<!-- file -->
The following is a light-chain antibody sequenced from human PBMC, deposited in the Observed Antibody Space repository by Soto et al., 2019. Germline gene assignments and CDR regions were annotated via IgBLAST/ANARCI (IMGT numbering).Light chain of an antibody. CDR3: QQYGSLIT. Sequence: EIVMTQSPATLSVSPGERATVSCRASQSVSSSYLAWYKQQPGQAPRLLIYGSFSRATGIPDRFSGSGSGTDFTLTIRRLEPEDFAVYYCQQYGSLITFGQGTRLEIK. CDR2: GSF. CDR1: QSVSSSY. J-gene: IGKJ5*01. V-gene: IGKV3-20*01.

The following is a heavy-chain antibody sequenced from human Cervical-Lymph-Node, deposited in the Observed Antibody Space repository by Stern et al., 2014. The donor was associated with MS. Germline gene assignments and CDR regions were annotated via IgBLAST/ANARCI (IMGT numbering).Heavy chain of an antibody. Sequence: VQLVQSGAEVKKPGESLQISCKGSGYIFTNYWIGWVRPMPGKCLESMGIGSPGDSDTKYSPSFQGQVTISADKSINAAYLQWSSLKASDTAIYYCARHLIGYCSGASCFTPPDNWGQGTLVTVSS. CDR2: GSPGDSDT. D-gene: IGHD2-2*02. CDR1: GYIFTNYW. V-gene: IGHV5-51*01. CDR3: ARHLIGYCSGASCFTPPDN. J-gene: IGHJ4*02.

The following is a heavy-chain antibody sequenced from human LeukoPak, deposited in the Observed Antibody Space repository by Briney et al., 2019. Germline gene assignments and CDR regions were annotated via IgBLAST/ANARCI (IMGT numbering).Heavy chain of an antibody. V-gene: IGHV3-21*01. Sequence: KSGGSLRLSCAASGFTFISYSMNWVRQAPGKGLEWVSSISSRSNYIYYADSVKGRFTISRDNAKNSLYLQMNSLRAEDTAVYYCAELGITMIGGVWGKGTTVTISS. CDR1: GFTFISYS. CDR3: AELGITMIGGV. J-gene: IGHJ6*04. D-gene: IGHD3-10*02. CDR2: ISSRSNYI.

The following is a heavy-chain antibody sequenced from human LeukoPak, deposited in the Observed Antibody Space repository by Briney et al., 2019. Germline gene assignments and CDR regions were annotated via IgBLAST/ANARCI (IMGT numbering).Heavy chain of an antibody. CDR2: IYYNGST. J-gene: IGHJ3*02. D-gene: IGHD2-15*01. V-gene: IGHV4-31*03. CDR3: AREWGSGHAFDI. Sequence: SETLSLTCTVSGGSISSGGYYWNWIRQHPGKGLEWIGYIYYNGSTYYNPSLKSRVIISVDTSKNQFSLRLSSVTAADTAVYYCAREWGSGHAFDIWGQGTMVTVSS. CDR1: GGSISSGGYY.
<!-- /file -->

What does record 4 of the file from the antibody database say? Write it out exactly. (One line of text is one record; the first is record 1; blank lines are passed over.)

The following is a heavy-chain antibody sequenced from human LeukoPak, deposited in the Observed Antibody Space repository by Briney et al., 2019. Germline gene assignments and CDR regions were annotated via IgBLAST/ANARCI (IMGT numbering).Heavy chain of an antibody. CDR2: IYYNGST. J-gene: IGHJ3*02. D-gene: IGHD2-15*01. V-gene: IGHV4-31*03. CDR3: AREWGSGHAFDI. Sequence: SETLSLTCTVSGGSISSGGYYWNWIRQHPGKGLEWIGYIYYNGSTYYNPSLKSRVIISVDTSKNQFSLRLSSVTAADTAVYYCAREWGSGHAFDIWGQGTMVTVSS. CDR1: GGSISSGGYY.